I found him spread across a mess of research papers at Knowlton Public Library.
“Here,” I handed him the paper bag. “All those energy drinks could kill a herd of dumb humans.”
The spray of liquid stimulants pooled on the plastic sheeting of a book titled Hieroglyphics and Millennials: How Ancient Symbols Define a Generation’s Communication.
“That’s some heavy reading,” I said.
Ghoul finished his seventh Monster, then crushed the can against the rectangular slab of particle board covering the rotting hole over his kidneys.
“You don’t understand! There has to be more than a quick image and poor sentences describing a common emotion or understanding of a particular society and it’s ever-changing social variables.”
I felt the a tender burn. It was at the back of my head, a feeling like I was being watched by a fiery fiend. Knowlton Library was an immense renovation-in-progress and the tall ceilings above hid among a dome of faint shadows but I knew what I saw: sapphire eyes peering from behind an old heating pipe, probably from the boiler below.
Was it a hiss, or a hush that I heard slithering from the shadows?
“Look!” Ghoul pointed to a stack of pictures printed with cheap toner that I had severe disinterest of reading. “All the signs suggest that the earliest memes were in fact cave paintings, or possibly, hieroglyphics.”
“I have no idea what you’re talking about, but are you ready to go or what?”
There was a smell wafting to my nostrils. It was sweet and wholesome on the surface, like cookies fresh out of the oven, yet my primal senses, the ones warning against unspeakable dangers, whispered that death was coming. There was someone behind me, no, something. I spun around.
“Get your friend and his empties and leave.”
The librarian was formidable. And tall. Long, toned arms tensed from under her sapphire blouse and I swore I was squaring off with a WNBA all-star.
“Yes ma’am, right away,” shadows sifted in the ceilings, moving closer to us. “We gotta go, man. Right now.”
I cleaned the mess. Even offered to put his books back but the librarian insisted that her children needed to feed. There was never any children, only shadows above.
We left the library, and outside, Ghoul collapsed on his knees, screaming uncontrollably to the night sky. He was having a manic episode. Happened a few times before. Ghoul will get an idea in his head, obsess about it until he forgets to eat and sleep and drink and then starts to break down. His last episode was the reason the Boston Aquarium won’t allow penguins. Or sharks.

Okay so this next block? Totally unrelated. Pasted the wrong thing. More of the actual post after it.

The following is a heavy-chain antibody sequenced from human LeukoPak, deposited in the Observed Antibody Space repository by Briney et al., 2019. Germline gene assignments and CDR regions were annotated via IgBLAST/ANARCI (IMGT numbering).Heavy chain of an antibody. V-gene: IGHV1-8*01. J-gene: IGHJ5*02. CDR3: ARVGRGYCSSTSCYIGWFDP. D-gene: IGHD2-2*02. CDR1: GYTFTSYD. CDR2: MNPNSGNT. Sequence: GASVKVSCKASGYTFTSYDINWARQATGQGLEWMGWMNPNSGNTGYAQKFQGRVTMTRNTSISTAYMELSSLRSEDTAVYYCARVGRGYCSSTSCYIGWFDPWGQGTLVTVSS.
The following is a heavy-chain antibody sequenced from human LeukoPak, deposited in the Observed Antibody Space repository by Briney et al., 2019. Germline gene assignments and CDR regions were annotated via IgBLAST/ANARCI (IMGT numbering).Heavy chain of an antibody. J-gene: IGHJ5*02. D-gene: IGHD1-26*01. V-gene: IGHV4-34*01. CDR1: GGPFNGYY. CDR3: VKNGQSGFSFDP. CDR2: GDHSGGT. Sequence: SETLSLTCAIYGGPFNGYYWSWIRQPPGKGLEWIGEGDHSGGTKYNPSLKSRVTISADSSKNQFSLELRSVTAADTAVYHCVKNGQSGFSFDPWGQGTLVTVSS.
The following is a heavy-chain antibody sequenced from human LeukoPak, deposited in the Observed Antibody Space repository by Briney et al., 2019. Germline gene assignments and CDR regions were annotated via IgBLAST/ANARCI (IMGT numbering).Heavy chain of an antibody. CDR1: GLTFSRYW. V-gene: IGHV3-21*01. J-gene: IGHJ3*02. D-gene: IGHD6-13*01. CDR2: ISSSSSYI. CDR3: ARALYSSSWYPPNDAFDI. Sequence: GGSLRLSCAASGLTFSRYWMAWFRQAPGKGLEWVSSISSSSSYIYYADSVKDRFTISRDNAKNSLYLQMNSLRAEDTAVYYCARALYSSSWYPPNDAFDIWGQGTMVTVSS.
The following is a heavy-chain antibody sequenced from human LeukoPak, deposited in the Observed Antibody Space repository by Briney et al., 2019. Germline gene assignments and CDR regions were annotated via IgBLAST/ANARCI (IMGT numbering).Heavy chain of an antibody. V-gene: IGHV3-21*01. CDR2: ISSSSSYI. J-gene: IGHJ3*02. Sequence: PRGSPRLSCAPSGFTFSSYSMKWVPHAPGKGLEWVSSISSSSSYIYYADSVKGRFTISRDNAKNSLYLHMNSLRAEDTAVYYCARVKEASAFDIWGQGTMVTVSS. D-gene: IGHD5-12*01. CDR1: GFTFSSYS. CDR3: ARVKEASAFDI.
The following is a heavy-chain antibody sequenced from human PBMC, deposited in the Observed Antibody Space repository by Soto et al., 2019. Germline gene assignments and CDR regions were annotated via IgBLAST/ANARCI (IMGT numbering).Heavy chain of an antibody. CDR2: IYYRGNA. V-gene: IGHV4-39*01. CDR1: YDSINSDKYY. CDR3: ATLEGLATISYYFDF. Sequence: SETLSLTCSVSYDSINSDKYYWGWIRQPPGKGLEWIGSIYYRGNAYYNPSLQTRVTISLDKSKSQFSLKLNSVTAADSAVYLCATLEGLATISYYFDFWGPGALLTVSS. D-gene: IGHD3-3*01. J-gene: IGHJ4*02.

“You need Wikipedia. And some lithium.”
“Wikipedia? I don’t like drugs, you know that.”
Ghoul didn’t believe me at first. I couldn’t really blame him. The wealth of endless knowledge found on the internet staggers conventional… everything! Information absorption simplified at an immediate pace seemed magical, or alien, to Ghoul. He accepted it, eventually, but deep down I knew he feared the irrelevancy Knowlton Library would soon have.
I gave Ghoul simple instructions on how to utilize Wikipedia and I saw him a week later.
“So, what did you think?”
“I think so therefore I love Wikipedia. Did you know you can learn anything on there? Here, check this out.”
I was given a printout of a diploma from an unpronounceable online university.
“Right—anyway, what did you learn about memes?”
“Could you please address me as doctor,” Ghoul pointed to the PhD in Massage Therapy Engineer of Culinary Arts by his name. “Memes are tainted tidbits of false existentialism regurgitated by selfish millennials grasping for instant gratification. Now if you’ll excuse me, I have a lecture to teach.”
© Copyright John Potts Jr 2016 – 2017